School inspection in the UK is about to undergo a significant transformation in terms of the criteria for the judgement of the standards of schools. The Office for Standards in Education, Children’s Services and Skills (Ofsted), popularly known as the ‘education watchdog’ of schools have declared that the influence of exam performance on school ratings will be downgraded. Instead, the focus will be on the quality of education disseminated by the schools. This will include an all-around evaluation of the curriculum and pedagogies, and how effective they are in promoting 21st-century learning.
Problems of ‘off-rolling’ students
The declaration came in the wake of increasing complaints that the focus of the inspection primarily depends on exam success. This leads to increased pressure on school administrators to show good results, which in turn adds to the stress of students to perform well. This has given rise to an illegal practice of ‘off-rolling’ students, in which schools drop off the records of disadvantaged students to boost performance data. As a result, thousands of students are ‘disappearing’ from the school rolls. Ofsted has stated that due to a narrow-vision reckoning of school performance, the schools are losing sight of their moral accountability and core purpose of developing the social and emotional capital of young learners.
Narrowing down of curriculum
Schools have also been accused of narrowing down the curriculum to boost results. For example, primary school students are told to concentrate only on their school textbooks while studying English language and literature, and not encouraged to read additional texts by other authors to supplement their knowledge. As a result, students drop extracurricular interests such as art, music, dance, languages and sports to concentrate on exam subjects, which leaves no scope for holistic school education.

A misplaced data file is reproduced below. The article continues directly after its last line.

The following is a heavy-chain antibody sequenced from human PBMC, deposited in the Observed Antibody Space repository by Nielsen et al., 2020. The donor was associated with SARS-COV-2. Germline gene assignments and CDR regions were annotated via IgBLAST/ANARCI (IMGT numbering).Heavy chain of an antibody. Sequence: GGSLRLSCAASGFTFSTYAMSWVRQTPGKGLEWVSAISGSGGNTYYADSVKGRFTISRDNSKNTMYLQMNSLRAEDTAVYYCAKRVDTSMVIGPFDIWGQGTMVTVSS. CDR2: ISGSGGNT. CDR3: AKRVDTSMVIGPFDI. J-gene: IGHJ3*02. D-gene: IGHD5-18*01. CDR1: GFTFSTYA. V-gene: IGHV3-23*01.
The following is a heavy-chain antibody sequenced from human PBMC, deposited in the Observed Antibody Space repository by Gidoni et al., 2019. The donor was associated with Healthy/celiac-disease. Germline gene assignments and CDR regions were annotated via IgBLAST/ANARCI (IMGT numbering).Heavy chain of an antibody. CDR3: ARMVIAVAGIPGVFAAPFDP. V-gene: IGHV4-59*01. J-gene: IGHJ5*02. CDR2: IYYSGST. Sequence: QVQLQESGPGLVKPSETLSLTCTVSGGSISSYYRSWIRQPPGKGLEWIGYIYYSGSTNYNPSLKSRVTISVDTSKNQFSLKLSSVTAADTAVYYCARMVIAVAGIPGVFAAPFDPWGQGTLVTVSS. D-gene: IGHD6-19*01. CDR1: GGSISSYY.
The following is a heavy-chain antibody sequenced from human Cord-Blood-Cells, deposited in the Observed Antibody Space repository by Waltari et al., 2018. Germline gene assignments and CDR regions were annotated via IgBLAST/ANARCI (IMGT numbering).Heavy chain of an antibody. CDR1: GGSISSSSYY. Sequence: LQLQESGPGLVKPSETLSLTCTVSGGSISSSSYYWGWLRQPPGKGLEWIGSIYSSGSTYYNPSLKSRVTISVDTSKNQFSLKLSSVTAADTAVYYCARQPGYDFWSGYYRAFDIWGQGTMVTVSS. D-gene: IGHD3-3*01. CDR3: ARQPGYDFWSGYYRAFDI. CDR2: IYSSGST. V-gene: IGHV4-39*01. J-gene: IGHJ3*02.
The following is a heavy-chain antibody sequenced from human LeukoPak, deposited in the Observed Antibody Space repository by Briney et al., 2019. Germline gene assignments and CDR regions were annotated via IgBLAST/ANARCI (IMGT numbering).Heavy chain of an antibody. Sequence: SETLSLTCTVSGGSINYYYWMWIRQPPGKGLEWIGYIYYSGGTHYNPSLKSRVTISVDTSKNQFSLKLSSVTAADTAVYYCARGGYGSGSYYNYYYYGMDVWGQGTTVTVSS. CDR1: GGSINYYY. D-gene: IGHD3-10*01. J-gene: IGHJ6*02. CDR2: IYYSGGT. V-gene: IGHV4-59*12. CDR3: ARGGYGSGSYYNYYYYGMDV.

Bringing ‘substance and integrity’ to school education
According to the new framework of inspection, it is important to evaluate how the student is learning and whether those learning methods have an effect beyond the exam results. There will also be a greater focus on student behaviour, with separate emphasis on ‘personal development’ and ‘behaviour and attitudes’. Additionally, inspectors will no longer be using schools’ internal performance data developed by teachers as evidence for inspection, which should help reduce the teacher’s workload. This, according to Chief Inspector Amanda Spielman, should bring substance and integrity to the framework of inspection by giving students and instructors exposure to the best practices in education and treating them less like machines for producing best statistics.
A positive step towards quality education
The Department for Education Secretary Damian Hinds has passed the government’s approval regarding this plan, calling it “a hugely positive step forward” for all schools in the UK. The changes have been greeted with much enthusiasm by educators, for it suggests a shift from the exam-focused view to a more balanced vision of education. Teachers are also pleased that the excesses of bureaucracy have been dismissed in favour of focusing on the development of effective teaching-learning strategies.
Moreover, Ofsted’s inspection reports are an important criterion for parents while selecting schools for their children. However, a study conducted in 2018 shows the proportion of parents agreeing that Ofsted provides a reliable measure of a school’s quality has fallen from 66% to 59%, the lowest in three years. For most parents, the most important things in education are their children’s happiness, their enjoyment of learning, and inculcating positive behaviour such as resilience and self-confidence in them. This move has therefore been welcomed by them.
Thus, this decision, proposed to be active from September 2019, will help in truly recognising the flaws in schooling as well as the good work done by schools in the UK in providing quality education.